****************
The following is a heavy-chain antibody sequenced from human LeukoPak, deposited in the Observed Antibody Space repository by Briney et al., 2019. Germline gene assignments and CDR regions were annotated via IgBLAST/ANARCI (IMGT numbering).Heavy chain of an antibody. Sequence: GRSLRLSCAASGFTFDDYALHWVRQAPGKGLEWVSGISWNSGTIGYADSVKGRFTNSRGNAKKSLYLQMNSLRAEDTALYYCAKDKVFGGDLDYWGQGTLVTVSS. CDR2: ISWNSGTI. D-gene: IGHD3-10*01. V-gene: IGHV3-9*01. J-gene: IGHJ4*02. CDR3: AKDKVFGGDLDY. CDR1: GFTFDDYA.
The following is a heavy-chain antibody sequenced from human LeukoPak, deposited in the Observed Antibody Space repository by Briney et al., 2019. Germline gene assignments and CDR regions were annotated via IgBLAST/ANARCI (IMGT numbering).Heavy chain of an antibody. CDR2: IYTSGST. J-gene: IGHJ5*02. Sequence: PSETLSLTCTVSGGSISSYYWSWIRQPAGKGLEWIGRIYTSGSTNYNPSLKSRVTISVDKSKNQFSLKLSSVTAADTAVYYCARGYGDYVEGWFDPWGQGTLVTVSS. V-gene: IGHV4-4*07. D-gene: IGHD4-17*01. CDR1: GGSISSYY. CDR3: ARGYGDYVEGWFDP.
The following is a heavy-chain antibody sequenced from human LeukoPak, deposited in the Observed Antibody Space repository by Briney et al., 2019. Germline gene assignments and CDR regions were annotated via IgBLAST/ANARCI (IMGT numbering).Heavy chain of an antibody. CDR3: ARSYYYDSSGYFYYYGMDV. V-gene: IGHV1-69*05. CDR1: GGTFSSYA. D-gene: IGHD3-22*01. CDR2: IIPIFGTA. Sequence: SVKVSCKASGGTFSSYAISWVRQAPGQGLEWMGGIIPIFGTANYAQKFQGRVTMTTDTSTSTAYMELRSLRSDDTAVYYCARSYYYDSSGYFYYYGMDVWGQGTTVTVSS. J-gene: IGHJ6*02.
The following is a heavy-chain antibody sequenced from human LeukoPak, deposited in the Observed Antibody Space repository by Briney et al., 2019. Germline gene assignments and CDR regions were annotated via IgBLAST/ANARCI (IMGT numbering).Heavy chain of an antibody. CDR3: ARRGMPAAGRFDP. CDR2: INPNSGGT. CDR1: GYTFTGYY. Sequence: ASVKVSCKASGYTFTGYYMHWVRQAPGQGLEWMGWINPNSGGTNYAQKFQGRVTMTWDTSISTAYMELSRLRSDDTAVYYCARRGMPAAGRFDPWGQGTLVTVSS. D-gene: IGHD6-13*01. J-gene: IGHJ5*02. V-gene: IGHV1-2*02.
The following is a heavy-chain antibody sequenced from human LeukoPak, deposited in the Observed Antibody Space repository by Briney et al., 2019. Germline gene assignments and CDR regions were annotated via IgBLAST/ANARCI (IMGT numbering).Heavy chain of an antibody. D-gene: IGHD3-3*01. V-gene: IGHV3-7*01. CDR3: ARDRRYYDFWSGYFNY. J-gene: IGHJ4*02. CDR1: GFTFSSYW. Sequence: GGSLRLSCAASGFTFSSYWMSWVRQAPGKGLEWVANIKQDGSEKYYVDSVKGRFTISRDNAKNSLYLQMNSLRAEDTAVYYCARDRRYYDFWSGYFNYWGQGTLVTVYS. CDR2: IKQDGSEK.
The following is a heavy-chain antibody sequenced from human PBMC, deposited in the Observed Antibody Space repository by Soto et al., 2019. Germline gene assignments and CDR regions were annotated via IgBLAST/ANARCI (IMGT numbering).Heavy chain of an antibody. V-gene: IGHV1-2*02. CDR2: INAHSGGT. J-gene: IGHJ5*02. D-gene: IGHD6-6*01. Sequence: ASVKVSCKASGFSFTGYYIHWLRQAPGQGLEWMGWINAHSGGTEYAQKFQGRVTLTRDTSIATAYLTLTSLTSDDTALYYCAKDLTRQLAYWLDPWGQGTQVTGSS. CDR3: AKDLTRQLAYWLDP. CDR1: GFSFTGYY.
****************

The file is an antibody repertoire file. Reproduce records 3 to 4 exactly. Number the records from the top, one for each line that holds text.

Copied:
The following is a heavy-chain antibody sequenced from human LeukoPak, deposited in the Observed Antibody Space repository by Briney et al., 2019. Germline gene assignments and CDR regions were annotated via IgBLAST/ANARCI (IMGT numbering).Heavy chain of an antibody. CDR3: ARSYYYDSSGYFYYYGMDV. V-gene: IGHV1-69*05. CDR1: GGTFSSYA. D-gene: IGHD3-22*01. CDR2: IIPIFGTA. Sequence: SVKVSCKASGGTFSSYAISWVRQAPGQGLEWMGGIIPIFGTANYAQKFQGRVTMTTDTSTSTAYMELRSLRSDDTAVYYCARSYYYDSSGYFYYYGMDVWGQGTTVTVSS. J-gene: IGHJ6*02.
The following is a heavy-chain antibody sequenced from human LeukoPak, deposited in the Observed Antibody Space repository by Briney et al., 2019. Germline gene assignments and CDR regions were annotated via IgBLAST/ANARCI (IMGT numbering).Heavy chain of an antibody. CDR3: ARRGMPAAGRFDP. CDR2: INPNSGGT. CDR1: GYTFTGYY. Sequence: ASVKVSCKASGYTFTGYYMHWVRQAPGQGLEWMGWINPNSGGTNYAQKFQGRVTMTWDTSISTAYMELSRLRSDDTAVYYCARRGMPAAGRFDPWGQGTLVTVSS. D-gene: IGHD6-13*01. J-gene: IGHJ5*02. V-gene: IGHV1-2*02.